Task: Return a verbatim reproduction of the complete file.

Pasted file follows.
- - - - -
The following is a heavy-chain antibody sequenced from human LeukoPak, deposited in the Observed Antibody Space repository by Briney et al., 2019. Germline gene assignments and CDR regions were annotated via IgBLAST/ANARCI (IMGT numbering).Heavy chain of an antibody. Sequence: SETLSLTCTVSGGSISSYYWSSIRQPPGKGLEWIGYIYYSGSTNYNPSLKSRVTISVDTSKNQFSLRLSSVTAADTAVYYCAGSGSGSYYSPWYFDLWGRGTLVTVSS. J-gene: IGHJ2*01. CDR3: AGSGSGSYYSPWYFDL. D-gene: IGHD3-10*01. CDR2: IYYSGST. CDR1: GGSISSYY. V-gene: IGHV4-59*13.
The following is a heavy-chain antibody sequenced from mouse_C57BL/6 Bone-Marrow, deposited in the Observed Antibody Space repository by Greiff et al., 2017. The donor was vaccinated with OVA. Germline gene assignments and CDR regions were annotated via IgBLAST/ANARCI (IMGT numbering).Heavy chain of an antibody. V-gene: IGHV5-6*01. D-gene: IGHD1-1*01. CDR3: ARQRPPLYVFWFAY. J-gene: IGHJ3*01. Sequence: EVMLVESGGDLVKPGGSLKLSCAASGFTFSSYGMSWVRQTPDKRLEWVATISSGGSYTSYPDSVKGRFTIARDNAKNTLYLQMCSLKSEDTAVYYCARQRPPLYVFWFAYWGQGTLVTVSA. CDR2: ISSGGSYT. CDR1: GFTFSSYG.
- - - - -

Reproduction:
The following is a heavy-chain antibody sequenced from human LeukoPak, deposited in the Observed Antibody Space repository by Briney et al., 2019. Germline gene assignments and CDR regions were annotated via IgBLAST/ANARCI (IMGT numbering).Heavy chain of an antibody. Sequence: SETLSLTCTVSGGSISSYYWSSIRQPPGKGLEWIGYIYYSGSTNYNPSLKSRVTISVDTSKNQFSLRLSSVTAADTAVYYCAGSGSGSYYSPWYFDLWGRGTLVTVSS. J-gene: IGHJ2*01. CDR3: AGSGSGSYYSPWYFDL. D-gene: IGHD3-10*01. CDR2: IYYSGST. CDR1: GGSISSYY. V-gene: IGHV4-59*13.
The following is a heavy-chain antibody sequenced from mouse_C57BL/6 Bone-Marrow, deposited in the Observed Antibody Space repository by Greiff et al., 2017. The donor was vaccinated with OVA. Germline gene assignments and CDR regions were annotated via IgBLAST/ANARCI (IMGT numbering).Heavy chain of an antibody. V-gene: IGHV5-6*01. D-gene: IGHD1-1*01. CDR3: ARQRPPLYVFWFAY. J-gene: IGHJ3*01. Sequence: EVMLVESGGDLVKPGGSLKLSCAASGFTFSSYGMSWVRQTPDKRLEWVATISSGGSYTSYPDSVKGRFTIARDNAKNTLYLQMCSLKSEDTAVYYCARQRPPLYVFWFAYWGQGTLVTVSA. CDR2: ISSGGSYT. CDR1: GFTFSSYG.